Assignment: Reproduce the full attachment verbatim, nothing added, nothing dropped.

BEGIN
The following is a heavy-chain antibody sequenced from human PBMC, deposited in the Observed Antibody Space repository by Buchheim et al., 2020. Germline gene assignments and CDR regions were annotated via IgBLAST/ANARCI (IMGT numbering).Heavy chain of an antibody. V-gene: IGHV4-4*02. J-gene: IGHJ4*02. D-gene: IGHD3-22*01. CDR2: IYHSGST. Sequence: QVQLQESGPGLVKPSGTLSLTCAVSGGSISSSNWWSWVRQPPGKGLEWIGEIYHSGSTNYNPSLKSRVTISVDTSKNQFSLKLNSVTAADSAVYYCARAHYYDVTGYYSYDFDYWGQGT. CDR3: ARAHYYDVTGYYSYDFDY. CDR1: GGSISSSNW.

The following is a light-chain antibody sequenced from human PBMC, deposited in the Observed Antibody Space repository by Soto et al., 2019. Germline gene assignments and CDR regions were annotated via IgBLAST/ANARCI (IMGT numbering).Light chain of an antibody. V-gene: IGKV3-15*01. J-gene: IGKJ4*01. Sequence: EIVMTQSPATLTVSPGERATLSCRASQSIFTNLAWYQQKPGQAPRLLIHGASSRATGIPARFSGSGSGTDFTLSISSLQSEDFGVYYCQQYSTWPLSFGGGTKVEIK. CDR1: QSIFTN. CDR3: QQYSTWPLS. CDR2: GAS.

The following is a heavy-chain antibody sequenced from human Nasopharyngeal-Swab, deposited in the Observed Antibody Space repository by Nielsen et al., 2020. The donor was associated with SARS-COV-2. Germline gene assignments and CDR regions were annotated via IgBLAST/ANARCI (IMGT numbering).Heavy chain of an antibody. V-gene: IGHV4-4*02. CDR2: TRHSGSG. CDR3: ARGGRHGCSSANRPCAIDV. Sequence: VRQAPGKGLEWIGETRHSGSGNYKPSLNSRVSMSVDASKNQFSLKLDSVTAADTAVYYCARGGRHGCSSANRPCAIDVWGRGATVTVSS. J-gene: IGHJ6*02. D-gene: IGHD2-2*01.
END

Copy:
The following is a heavy-chain antibody sequenced from human PBMC, deposited in the Observed Antibody Space repository by Buchheim et al., 2020. Germline gene assignments and CDR regions were annotated via IgBLAST/ANARCI (IMGT numbering).Heavy chain of an antibody. V-gene: IGHV4-4*02. J-gene: IGHJ4*02. D-gene: IGHD3-22*01. CDR2: IYHSGST. Sequence: QVQLQESGPGLVKPSGTLSLTCAVSGGSISSSNWWSWVRQPPGKGLEWIGEIYHSGSTNYNPSLKSRVTISVDTSKNQFSLKLNSVTAADSAVYYCARAHYYDVTGYYSYDFDYWGQGT. CDR3: ARAHYYDVTGYYSYDFDY. CDR1: GGSISSSNW.

The following is a light-chain antibody sequenced from human PBMC, deposited in the Observed Antibody Space repository by Soto et al., 2019. Germline gene assignments and CDR regions were annotated via IgBLAST/ANARCI (IMGT numbering).Light chain of an antibody. V-gene: IGKV3-15*01. J-gene: IGKJ4*01. Sequence: EIVMTQSPATLTVSPGERATLSCRASQSIFTNLAWYQQKPGQAPRLLIHGASSRATGIPARFSGSGSGTDFTLSISSLQSEDFGVYYCQQYSTWPLSFGGGTKVEIK. CDR1: QSIFTN. CDR3: QQYSTWPLS. CDR2: GAS.

The following is a heavy-chain antibody sequenced from human Nasopharyngeal-Swab, deposited in the Observed Antibody Space repository by Nielsen et al., 2020. The donor was associated with SARS-COV-2. Germline gene assignments and CDR regions were annotated via IgBLAST/ANARCI (IMGT numbering).Heavy chain of an antibody. V-gene: IGHV4-4*02. CDR2: TRHSGSG. CDR3: ARGGRHGCSSANRPCAIDV. Sequence: VRQAPGKGLEWIGETRHSGSGNYKPSLNSRVSMSVDASKNQFSLKLDSVTAADTAVYYCARGGRHGCSSANRPCAIDVWGRGATVTVSS. J-gene: IGHJ6*02. D-gene: IGHD2-2*01.